16. 16. Native Examples iOS Android Windows Phone 7 Chase Mobile Banking
    17. 17. The Facebook ConundrumWhat does Facebook’s switch from HTML5 to native on iOS mean?
    18. 18. Facebook abandons HTML5 on iOS InfoWorld – September 6, 2012Facebook Kisses HTML5 Goodbye With Rebuilt iOS App MacNewsWorld – August 25, 2012
    19. 19. “We deliberately made a trade off to get to scale. We used HTML5 to test and try things out, and people love that in the browser, but they have different expectations of a native IOS app. So with this release we rebuilt the app from scratch over the last 9 months and the main improvement is performance. Now there’s a lot more code built in Objective-C than HTML5.” Mick Johnson Facebook iOS Product Manager
    20. 20. "HTML5 is still incredibly important to us. We get two times the mobile traffic [on m.facebook.com] than from iOS and Android combined." Mick Johnson Facebook iOS Product Manager
    21. 21. How to Pick Your PoisonA guide to selecting the right technology approach for your application
    22. 22. Ruling Out the Mobile Web Do you need access to device hardware capabilities like the camera, or accelerometer? Do you need a presence in the app stores (Google Play, iTunes, Windows Phone Marketplace)? Does your app need to take advantage of push notifications?
    23. 23. Going Native Does the app need to perform any processor or graphics intensive operations like 3D graphics or real-time calculations i.e. most games? Does the app need to be functional offline? To what degree?
    24. 24. Am I a Hybrid? What is the goal the user wants to accomplish by using your app? How sensitive is the app to variance in network performance? What is the platform matrix that you want to support? What is your tolerance for supporting multiple apps and operating systems? What percentage of the market are you comfortable ignoring?
    25. 25. Case StudyHow I Addressed This Question For An EffectiveUI Client
    26. 26. Cartegraph Targeting Municipal Governments Needed an app for mobile field workers who processed multiple work orders for assets such as signs, benches, and fire hydrants Already in the process of developing a Web-based tracking application for desktop clients Needed the ability to upload pictures and access mapping functionality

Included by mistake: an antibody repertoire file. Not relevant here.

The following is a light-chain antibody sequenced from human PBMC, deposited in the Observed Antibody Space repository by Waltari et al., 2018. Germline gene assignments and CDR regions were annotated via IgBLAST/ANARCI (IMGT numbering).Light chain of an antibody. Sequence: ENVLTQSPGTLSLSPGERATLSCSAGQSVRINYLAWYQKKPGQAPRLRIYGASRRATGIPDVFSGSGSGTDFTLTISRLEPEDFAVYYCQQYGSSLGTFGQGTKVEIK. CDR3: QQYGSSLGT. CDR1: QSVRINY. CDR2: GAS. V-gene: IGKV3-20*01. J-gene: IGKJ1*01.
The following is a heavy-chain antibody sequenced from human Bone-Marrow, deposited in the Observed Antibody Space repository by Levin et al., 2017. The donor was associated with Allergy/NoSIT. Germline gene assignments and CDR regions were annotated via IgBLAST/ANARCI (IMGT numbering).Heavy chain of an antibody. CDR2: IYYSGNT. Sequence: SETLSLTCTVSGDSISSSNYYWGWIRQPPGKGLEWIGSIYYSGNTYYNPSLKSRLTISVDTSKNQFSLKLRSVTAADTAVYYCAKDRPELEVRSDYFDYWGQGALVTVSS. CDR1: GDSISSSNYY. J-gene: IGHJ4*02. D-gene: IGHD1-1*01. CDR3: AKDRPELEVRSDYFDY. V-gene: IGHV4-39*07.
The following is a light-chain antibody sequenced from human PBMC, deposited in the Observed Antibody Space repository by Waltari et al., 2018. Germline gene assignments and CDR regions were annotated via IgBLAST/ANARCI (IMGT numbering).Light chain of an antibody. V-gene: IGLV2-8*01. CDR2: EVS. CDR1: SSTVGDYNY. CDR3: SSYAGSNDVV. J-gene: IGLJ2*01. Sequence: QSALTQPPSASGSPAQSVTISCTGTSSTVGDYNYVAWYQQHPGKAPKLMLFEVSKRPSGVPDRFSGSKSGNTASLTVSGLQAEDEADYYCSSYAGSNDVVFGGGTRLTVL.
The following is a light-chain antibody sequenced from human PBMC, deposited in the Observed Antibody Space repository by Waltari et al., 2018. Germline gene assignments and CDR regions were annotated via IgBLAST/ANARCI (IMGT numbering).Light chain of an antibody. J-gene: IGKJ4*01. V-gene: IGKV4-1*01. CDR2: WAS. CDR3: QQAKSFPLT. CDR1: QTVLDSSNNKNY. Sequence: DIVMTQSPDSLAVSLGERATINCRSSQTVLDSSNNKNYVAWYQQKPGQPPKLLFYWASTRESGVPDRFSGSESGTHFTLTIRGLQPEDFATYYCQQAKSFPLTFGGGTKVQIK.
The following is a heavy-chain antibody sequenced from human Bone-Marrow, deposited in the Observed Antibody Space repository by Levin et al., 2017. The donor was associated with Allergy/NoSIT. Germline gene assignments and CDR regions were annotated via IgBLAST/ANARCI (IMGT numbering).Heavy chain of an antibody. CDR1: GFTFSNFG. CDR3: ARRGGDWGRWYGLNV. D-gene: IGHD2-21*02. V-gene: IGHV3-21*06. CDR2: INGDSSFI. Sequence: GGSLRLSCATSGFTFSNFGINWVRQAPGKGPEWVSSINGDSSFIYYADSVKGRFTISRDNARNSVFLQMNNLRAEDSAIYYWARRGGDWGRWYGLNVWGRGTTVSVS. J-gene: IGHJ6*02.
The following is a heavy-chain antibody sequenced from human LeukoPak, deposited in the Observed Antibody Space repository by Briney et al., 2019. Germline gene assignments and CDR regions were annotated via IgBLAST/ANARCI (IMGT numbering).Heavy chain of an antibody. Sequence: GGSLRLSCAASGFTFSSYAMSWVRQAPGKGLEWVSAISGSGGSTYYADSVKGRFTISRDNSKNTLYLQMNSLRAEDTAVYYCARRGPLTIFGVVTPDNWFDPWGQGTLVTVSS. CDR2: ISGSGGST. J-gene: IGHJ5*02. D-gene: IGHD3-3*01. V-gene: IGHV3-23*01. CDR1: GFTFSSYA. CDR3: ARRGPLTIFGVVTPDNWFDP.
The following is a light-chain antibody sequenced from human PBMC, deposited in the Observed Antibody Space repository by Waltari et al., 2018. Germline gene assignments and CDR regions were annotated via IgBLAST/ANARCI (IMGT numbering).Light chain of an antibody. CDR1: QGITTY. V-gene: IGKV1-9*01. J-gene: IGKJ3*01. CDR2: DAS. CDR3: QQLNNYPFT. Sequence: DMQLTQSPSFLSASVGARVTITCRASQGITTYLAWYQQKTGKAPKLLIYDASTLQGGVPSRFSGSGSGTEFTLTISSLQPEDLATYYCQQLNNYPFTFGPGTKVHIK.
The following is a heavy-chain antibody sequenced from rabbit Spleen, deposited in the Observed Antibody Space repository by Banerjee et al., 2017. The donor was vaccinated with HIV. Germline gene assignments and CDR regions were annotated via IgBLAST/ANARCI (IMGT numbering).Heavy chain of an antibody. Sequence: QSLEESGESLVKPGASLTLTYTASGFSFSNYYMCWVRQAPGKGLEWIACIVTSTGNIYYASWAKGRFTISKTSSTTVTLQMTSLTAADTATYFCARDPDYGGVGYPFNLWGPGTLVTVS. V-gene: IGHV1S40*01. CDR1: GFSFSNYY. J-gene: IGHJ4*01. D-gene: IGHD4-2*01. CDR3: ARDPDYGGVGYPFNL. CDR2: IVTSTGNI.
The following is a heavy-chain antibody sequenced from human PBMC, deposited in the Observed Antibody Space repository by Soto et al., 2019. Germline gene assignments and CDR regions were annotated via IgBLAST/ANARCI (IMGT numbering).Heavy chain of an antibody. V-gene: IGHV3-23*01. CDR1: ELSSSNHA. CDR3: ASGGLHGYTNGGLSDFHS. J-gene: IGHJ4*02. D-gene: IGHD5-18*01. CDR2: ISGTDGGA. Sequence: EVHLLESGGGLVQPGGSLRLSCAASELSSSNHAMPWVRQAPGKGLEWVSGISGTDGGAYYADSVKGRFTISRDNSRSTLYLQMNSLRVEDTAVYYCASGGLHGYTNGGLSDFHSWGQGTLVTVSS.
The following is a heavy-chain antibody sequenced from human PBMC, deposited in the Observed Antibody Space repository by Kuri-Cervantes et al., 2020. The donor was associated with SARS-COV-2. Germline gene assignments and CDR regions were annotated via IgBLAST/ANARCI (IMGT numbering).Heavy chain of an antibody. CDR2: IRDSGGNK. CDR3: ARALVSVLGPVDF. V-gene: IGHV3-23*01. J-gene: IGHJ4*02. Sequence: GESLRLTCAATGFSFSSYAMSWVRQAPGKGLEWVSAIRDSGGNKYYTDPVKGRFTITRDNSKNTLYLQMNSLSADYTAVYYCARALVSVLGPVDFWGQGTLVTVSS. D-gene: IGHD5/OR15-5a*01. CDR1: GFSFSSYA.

27. 27. Cartegraph
    28. 28. The User Is Key
    29. 29. We now have the foundation for easy to deploy, composite applications.But those applications will live or die on the acceptance of their human interfaces. Anthony Franco EffectiveUI Founder and President
    30. 30. There Is No One Right Answer Remember That User Experience Matters
    31. 31. Recommended Tools and References
    32. 32. Mobile Web Development Tools jQuery Mobile – http://jquerymobile.com/ Sencha Touch – http://www.sencha.com/ Twitter Bootstrap – http://twitter.github.com/bootstrap/
    33. 33. Native Development Tools Apple iOS – https://developer.apple.com/ Google Android – http://developer.android.com/ Windows Phone – http://dev.windowsphone.com/ Blackberry – http://developer.blackberry.com/
    34. 34. Hybrid Development Tools PhoneGap – http://phonegap.com/ Appcelerator Titanium – http://www.appcelerator.com/ SyncFusion Orubase – http://orubase.com/ appMobi – http://appmobi.com/ Motorola RhoMobile – http://www.motorola.com/Business/US- EN/Business+Product+and+Services/Software+and+Applications/RhoMobile +Suite Corona – http://www.coronalabs.com/
    35. 35. Articles ASP.NET MVC 3 - Develop Hybrid Native and Mobile Web Apps Shane Church – MSDN Magazine – March 2012 http://msdn.microsoft.com/magazine/hh852592 Facebook For iOS App Is Now 2X Faster Josh Constine – TechCrunch – August 23, 2012 http://techcrunch.com/2012/08/23/facebook-for-ios-faster/ Windows Phone - Building an App for Both Windows Phone and iOS Andrew Whitechapel – MSDN Magazine – October 2012 http://msdn.microsoft.com/magazine/jj658972
    36. 36. Thank you!
    37. 37. Download These Slides http://www.slideshare.net/effectiveuiQuestions and DiscussionShane Church | Technical Leadshane.church@effectiveui.comBlog: http://www.s-church.nethttp://www.effectiveui.comTwitter: #effectiveui